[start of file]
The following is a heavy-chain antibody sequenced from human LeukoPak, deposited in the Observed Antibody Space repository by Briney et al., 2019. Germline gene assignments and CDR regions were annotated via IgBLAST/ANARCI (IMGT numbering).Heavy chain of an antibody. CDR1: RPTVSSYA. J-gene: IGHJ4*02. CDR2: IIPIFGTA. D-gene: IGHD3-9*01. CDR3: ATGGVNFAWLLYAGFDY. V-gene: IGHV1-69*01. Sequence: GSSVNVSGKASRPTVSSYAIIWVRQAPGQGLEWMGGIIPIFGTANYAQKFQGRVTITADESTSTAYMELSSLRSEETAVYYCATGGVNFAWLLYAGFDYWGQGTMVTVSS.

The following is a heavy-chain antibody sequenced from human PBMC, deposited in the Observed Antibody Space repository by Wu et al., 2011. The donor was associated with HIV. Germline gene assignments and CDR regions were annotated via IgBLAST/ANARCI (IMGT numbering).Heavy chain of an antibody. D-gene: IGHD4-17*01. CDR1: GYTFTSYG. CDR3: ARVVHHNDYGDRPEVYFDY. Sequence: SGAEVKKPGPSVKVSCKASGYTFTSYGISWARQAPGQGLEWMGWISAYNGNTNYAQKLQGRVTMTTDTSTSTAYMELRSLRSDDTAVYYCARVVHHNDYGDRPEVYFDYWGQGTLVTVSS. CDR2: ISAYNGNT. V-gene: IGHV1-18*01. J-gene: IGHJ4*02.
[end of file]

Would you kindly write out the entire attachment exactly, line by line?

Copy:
The following is a heavy-chain antibody sequenced from human LeukoPak, deposited in the Observed Antibody Space repository by Briney et al., 2019. Germline gene assignments and CDR regions were annotated via IgBLAST/ANARCI (IMGT numbering).Heavy chain of an antibody. CDR1: RPTVSSYA. J-gene: IGHJ4*02. CDR2: IIPIFGTA. D-gene: IGHD3-9*01. CDR3: ATGGVNFAWLLYAGFDY. V-gene: IGHV1-69*01. Sequence: GSSVNVSGKASRPTVSSYAIIWVRQAPGQGLEWMGGIIPIFGTANYAQKFQGRVTITADESTSTAYMELSSLRSEETAVYYCATGGVNFAWLLYAGFDYWGQGTMVTVSS.

The following is a heavy-chain antibody sequenced from human PBMC, deposited in the Observed Antibody Space repository by Wu et al., 2011. The donor was associated with HIV. Germline gene assignments and CDR regions were annotated via IgBLAST/ANARCI (IMGT numbering).Heavy chain of an antibody. D-gene: IGHD4-17*01. CDR1: GYTFTSYG. CDR3: ARVVHHNDYGDRPEVYFDY. Sequence: SGAEVKKPGPSVKVSCKASGYTFTSYGISWARQAPGQGLEWMGWISAYNGNTNYAQKLQGRVTMTTDTSTSTAYMELRSLRSDDTAVYYCARVVHHNDYGDRPEVYFDYWGQGTLVTVSS. CDR2: ISAYNGNT. V-gene: IGHV1-18*01. J-gene: IGHJ4*02.